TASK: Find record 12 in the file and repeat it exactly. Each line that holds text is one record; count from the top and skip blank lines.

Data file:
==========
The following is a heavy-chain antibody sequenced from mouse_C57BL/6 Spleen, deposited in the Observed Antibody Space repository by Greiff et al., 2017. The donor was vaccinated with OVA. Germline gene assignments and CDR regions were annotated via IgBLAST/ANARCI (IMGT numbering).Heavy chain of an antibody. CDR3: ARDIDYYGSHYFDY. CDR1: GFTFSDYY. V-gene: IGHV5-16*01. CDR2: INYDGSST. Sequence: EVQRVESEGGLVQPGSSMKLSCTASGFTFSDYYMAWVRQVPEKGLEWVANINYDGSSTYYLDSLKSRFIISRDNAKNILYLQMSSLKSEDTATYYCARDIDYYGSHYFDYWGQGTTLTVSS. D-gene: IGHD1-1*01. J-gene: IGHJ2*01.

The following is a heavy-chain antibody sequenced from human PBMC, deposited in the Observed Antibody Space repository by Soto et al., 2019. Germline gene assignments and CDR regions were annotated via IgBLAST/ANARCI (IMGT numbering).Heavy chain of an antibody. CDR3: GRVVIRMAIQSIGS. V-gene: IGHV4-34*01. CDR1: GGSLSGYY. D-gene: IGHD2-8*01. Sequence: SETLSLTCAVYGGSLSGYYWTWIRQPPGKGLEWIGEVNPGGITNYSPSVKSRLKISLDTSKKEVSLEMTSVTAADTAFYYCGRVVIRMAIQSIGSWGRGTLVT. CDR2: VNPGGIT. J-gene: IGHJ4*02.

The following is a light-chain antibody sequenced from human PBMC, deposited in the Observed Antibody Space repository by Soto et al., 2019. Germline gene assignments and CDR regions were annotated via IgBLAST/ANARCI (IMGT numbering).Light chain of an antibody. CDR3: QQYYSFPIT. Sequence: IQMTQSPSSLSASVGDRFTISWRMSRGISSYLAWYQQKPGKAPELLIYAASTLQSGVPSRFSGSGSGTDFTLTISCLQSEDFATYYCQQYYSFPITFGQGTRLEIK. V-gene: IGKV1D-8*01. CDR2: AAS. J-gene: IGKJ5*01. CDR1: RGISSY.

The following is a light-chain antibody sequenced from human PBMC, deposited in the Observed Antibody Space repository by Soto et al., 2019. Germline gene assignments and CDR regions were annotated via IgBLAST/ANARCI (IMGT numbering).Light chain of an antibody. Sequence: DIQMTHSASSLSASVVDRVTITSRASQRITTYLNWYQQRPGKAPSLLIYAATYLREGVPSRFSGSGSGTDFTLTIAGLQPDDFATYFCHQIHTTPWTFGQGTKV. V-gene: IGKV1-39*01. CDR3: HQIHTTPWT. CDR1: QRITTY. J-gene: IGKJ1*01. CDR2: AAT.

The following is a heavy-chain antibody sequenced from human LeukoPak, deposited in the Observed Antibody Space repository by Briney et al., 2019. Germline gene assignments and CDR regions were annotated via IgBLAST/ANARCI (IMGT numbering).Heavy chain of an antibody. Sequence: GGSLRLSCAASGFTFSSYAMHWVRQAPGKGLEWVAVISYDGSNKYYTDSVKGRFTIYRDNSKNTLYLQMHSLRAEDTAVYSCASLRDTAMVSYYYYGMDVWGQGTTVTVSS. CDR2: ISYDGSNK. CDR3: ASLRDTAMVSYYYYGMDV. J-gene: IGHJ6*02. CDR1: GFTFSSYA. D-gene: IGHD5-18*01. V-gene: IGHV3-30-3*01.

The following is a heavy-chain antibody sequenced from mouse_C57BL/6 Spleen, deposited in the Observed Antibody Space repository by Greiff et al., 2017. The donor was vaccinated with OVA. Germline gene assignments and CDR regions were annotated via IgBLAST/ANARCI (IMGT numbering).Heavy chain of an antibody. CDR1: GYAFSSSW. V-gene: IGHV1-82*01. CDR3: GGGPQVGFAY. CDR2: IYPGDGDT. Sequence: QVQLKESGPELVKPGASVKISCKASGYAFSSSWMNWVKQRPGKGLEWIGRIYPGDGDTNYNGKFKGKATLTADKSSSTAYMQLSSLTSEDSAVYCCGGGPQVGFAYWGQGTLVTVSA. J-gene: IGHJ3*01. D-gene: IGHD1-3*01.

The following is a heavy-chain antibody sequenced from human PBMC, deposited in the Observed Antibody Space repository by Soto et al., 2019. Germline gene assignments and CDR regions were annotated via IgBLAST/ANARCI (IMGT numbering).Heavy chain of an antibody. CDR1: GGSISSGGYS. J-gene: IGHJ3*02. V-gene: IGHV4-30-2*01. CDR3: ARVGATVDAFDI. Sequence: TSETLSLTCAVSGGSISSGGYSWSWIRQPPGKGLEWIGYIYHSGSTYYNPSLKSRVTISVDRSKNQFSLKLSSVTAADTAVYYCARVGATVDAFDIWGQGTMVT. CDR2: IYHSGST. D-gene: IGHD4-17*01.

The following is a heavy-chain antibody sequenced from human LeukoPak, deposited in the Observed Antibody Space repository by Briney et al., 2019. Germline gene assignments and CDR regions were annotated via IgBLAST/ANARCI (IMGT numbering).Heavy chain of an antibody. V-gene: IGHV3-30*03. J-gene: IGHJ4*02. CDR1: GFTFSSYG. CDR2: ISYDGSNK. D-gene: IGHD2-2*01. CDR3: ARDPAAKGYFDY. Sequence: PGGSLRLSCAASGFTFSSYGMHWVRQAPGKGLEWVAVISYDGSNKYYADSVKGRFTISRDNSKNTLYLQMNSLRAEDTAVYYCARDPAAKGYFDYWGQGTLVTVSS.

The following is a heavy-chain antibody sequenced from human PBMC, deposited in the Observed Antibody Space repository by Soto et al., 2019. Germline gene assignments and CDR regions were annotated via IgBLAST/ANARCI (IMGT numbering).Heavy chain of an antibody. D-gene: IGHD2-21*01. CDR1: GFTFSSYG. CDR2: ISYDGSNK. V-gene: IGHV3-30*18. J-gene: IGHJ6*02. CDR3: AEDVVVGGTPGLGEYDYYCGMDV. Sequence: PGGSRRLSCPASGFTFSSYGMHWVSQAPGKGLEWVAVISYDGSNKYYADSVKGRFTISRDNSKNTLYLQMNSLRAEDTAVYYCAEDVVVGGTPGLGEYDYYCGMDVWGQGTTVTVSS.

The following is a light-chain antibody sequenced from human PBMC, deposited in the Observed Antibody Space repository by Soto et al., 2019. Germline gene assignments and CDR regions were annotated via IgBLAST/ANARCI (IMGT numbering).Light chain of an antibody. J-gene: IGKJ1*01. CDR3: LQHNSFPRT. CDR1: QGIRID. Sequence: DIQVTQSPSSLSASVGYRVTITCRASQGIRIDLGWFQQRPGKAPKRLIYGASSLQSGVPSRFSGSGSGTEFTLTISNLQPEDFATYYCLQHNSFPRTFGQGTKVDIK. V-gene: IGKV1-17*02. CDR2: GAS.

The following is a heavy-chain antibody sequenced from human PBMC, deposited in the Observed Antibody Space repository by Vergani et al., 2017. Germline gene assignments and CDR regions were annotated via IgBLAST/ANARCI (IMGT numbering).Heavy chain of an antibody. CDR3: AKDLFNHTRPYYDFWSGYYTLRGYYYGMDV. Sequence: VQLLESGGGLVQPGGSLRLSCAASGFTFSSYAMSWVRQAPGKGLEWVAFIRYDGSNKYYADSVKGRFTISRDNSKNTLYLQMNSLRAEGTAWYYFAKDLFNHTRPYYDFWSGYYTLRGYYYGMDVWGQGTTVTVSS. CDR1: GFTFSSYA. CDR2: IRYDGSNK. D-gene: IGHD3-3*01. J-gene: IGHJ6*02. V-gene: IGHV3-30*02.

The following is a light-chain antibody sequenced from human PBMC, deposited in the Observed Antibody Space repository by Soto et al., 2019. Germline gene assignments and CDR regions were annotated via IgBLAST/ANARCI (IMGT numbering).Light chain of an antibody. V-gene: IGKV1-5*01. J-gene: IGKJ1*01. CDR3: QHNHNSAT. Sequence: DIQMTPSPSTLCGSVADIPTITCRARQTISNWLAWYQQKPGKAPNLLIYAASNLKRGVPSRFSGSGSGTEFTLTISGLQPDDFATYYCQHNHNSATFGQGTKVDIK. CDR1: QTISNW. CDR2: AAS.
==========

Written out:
The following is a light-chain antibody sequenced from human PBMC, deposited in the Observed Antibody Space repository by Soto et al., 2019. Germline gene assignments and CDR regions were annotated via IgBLAST/ANARCI (IMGT numbering).Light chain of an antibody. V-gene: IGKV1-5*01. J-gene: IGKJ1*01. CDR3: QHNHNSAT. Sequence: DIQMTPSPSTLCGSVADIPTITCRARQTISNWLAWYQQKPGKAPNLLIYAASNLKRGVPSRFSGSGSGTEFTLTISGLQPDDFATYYCQHNHNSATFGQGTKVDIK. CDR1: QTISNW. CDR2: AAS.